In a policy paper released yesterday, US crypto exchange Coinbase laid out a proposal for how the US government should go about regulating the market. It warned that the US risked falling even further behind other countries upon failure to appropriately regulate. This comes a day after Coinbase investor Andreessen Horowitz made a similar proposal.
Slight differences between Coinbase and a16z visions
A16z, which is how Andreessen Horowitz’s VC firm is known, advocates cooperation across regulators, while Coinbase lends greater focus to digital assets. The exchange believes digital asset markets should be regulated by a single entity.
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Coinbase Chief Policy Officer Faryar Shirzad said in an interview with CNBC:
We started where a lot of people start, which is taking the existing multiplicity of regulators and trying to figure out what minimal surgery you could do to make things work. And then there was a point at which, maybe three to four weeks ago, where we just kind of looked at each other [and] we said it takes more effort to try to adapt the current system which is predicated on an old market structure — more intellectual effort, I would say — than it does starting from scratch.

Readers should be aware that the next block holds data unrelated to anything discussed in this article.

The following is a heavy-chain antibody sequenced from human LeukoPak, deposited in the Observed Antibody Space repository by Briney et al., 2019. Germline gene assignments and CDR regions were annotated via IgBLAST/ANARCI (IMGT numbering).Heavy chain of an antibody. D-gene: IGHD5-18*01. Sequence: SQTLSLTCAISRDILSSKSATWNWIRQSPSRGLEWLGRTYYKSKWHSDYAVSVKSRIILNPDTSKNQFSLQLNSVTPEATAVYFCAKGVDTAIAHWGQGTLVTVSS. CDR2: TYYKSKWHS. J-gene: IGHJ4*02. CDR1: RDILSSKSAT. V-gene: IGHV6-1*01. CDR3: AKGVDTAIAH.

Shirzad added that Coinbase had already met with some legislators to discuss aspects of the proposal and feedback had been positive.
Coinbase wrote in the policy report:
Absent taking similar steps (to the unified approach to digital assets taken by the U.K., European Union and Singapore), the United States is at risk of becoming a taker of regulation as opposed to the primary shaper of modern financial services — a position the United States has long occupied.
Coinbase proposes four regulation pillars
Coinbase’s suggestions are classified into four major categories. The first two are promoting fair competition and interoperability between products and giving a new single government authority the responsibility to regulate digital markets. This is in addition to a self-regulating nongovernment body, not unlike that which exists in conventional markets.
The third pillar is to create a new, separate framework for regulating digital assets. It should be distinct from that for traditional finance. Finally, digital asset holders must be protected from market manipulation and fraud.
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